jerry greenfield
Jerry Greenfield at
Jerry Greenfield at Enactus World Cup (Image: provided)

Vv Magazine’s Ama Scriver sat down with Jerry Greenfield of Ben & Jerry’s to discuss his humble beginnings, the company’s activism stances, ice cream & more. 

If you’re like me, then you probably know Ben & Jerry’s best for their delicious ice cream flavor combinations. However more recently, Ben & Jerry’s and Jerry himself, have been progressive business leaders in their activism stances including climate change and more recently, systemic and institutionalized racism. Who knew that a little ice cream company could achieve so much greatness!

Most recently, Jerry Greenfield was in Toronto participating in the Top 2 Future Top Forum: Climate Change as part of Enactus World Cup. As part of the World Cup, 3,500 student, business and academic leaders from around the globe will gather to discuss how entrepreneurship can fuel social change.  When I had the opportunity to chat with Greenfield, he told me a bit about his beliefs, using his voice for change and what activism really means.

So I wanted to start off by saying it’s so great to chat with you! I wanted to start with a bit of an easier question since I know everyone wants to know. How did you and Ben get started in the ice cream business?

Jerry Greenfield: Ben and I grew up in the same town together and met in seventh grade during gym class. We were the two slowest, fattest kids in the class together. I went to college and never got into medical school, whereas Ben dropped out of three or four colleges. We were essentially failing at everything we tried to do, so in 1978 we decided to open up a home-made ice cream parlor in Burlington, Vermont with a small investment. We learned how to make ice cream through a correspondence course and never expected it to be anything more than the little ice cream that we created.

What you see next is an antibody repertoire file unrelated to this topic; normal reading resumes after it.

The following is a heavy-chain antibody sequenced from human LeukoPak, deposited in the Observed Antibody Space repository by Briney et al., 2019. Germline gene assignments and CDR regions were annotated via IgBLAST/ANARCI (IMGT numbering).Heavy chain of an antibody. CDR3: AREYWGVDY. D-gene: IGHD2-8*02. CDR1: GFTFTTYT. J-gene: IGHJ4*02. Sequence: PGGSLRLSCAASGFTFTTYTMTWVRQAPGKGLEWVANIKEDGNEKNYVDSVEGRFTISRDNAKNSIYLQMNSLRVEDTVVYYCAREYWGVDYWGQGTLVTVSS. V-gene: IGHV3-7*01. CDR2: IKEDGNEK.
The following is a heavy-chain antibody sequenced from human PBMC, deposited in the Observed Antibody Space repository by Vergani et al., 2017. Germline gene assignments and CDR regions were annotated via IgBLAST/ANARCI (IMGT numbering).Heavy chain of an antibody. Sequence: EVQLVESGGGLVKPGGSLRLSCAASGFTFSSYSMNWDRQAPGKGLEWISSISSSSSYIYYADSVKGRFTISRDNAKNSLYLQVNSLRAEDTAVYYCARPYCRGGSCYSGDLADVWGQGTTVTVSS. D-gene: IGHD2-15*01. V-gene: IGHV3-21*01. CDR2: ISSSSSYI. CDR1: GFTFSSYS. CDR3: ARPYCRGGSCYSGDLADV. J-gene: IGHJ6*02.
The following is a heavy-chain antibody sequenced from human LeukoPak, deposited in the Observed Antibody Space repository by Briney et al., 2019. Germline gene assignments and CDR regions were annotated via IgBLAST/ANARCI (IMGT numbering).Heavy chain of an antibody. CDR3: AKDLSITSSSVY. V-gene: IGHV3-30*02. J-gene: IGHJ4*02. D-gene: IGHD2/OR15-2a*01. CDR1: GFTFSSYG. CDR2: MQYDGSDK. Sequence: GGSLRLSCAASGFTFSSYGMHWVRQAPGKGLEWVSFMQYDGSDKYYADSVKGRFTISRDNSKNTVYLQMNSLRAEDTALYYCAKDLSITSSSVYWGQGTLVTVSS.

Do you ever miss any of the early days and getting to be so hands-on with the business?

JG: Yes, it’s very different as you might imagine. You know, I do miss it. I miss it because, and this may sound funny, but the early days were so chaotic. You never knew what was going to happen, every single day was a total adventure. Ben and I had pretty much no idea what we were doing. We were in the shop every day making ice cream and scooping it over the counter to our customers and it was a blast! I miss the excitement about it and I really miss the customer interactions. The act of scooping ice cream and then handing it to the person to eat it. It’s funny because I was just upstairs (at the Enactus World Cup) scooping ice cream for some of the guests here. So in a way, it felt as if I had gone back to the original days.

I think one of the things people love and identify with Ben & Jerry’s ice cream is the hippy persona – why do you think that?

JG: I think it’s gained a hippy persona because Ben and I are former hippies. I think when people talk about hippies, they might have different connotations for it. Hippy has a very positive connotation and at least in the way that I was thinking of it, are people who have thought about bringing more peace and love into the world. We’re all in this together, so that’s the way I think about it and I think over the years, Ben & Jerry’s (the brand) has tried to integrate those values into its business. Creating a more peaceful and just world and doing it in a way that is joyful around ice cream.

I love that stance! So as you mentioned earlier, you’re in Toronto today for the Enactus World Cup. Why are topics like global warming and climate change important to someone like you but also important to Ben & Jerry’s as a company?